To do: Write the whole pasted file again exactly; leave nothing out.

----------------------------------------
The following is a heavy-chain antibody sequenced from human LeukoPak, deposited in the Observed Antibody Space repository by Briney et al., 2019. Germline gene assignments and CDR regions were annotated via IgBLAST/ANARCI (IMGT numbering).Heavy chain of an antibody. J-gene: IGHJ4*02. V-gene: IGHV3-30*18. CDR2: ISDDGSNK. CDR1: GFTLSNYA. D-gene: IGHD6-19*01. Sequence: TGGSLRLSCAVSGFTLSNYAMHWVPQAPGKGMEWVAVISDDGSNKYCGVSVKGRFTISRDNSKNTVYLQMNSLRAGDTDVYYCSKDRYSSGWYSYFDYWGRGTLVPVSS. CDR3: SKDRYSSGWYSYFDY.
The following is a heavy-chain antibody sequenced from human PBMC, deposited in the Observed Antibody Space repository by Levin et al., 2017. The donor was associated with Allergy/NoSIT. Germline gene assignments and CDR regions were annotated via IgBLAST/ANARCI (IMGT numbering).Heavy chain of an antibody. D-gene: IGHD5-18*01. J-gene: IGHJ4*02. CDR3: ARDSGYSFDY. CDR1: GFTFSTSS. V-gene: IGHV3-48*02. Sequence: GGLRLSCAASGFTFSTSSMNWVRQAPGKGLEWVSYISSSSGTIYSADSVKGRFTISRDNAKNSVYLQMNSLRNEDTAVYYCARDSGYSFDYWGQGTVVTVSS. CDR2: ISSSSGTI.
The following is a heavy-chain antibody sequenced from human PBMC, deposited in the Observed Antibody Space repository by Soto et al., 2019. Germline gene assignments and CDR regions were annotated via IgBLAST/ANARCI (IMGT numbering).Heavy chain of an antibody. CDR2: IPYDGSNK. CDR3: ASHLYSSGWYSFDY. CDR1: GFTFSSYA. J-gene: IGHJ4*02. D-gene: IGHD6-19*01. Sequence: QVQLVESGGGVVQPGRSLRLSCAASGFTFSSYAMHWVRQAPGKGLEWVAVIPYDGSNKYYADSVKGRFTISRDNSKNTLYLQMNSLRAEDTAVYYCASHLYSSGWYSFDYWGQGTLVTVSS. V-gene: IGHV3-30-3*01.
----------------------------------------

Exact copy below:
The following is a heavy-chain antibody sequenced from human LeukoPak, deposited in the Observed Antibody Space repository by Briney et al., 2019. Germline gene assignments and CDR regions were annotated via IgBLAST/ANARCI (IMGT numbering).Heavy chain of an antibody. J-gene: IGHJ4*02. V-gene: IGHV3-30*18. CDR2: ISDDGSNK. CDR1: GFTLSNYA. D-gene: IGHD6-19*01. Sequence: TGGSLRLSCAVSGFTLSNYAMHWVPQAPGKGMEWVAVISDDGSNKYCGVSVKGRFTISRDNSKNTVYLQMNSLRAGDTDVYYCSKDRYSSGWYSYFDYWGRGTLVPVSS. CDR3: SKDRYSSGWYSYFDY.
The following is a heavy-chain antibody sequenced from human PBMC, deposited in the Observed Antibody Space repository by Levin et al., 2017. The donor was associated with Allergy/NoSIT. Germline gene assignments and CDR regions were annotated via IgBLAST/ANARCI (IMGT numbering).Heavy chain of an antibody. D-gene: IGHD5-18*01. J-gene: IGHJ4*02. CDR3: ARDSGYSFDY. CDR1: GFTFSTSS. V-gene: IGHV3-48*02. Sequence: GGLRLSCAASGFTFSTSSMNWVRQAPGKGLEWVSYISSSSGTIYSADSVKGRFTISRDNAKNSVYLQMNSLRNEDTAVYYCARDSGYSFDYWGQGTVVTVSS. CDR2: ISSSSGTI.
The following is a heavy-chain antibody sequenced from human PBMC, deposited in the Observed Antibody Space repository by Soto et al., 2019. Germline gene assignments and CDR regions were annotated via IgBLAST/ANARCI (IMGT numbering).Heavy chain of an antibody. CDR2: IPYDGSNK. CDR3: ASHLYSSGWYSFDY. CDR1: GFTFSSYA. J-gene: IGHJ4*02. D-gene: IGHD6-19*01. Sequence: QVQLVESGGGVVQPGRSLRLSCAASGFTFSSYAMHWVRQAPGKGLEWVAVIPYDGSNKYYADSVKGRFTISRDNSKNTLYLQMNSLRAEDTAVYYCASHLYSSGWYSFDYWGQGTLVTVSS. V-gene: IGHV3-30-3*01.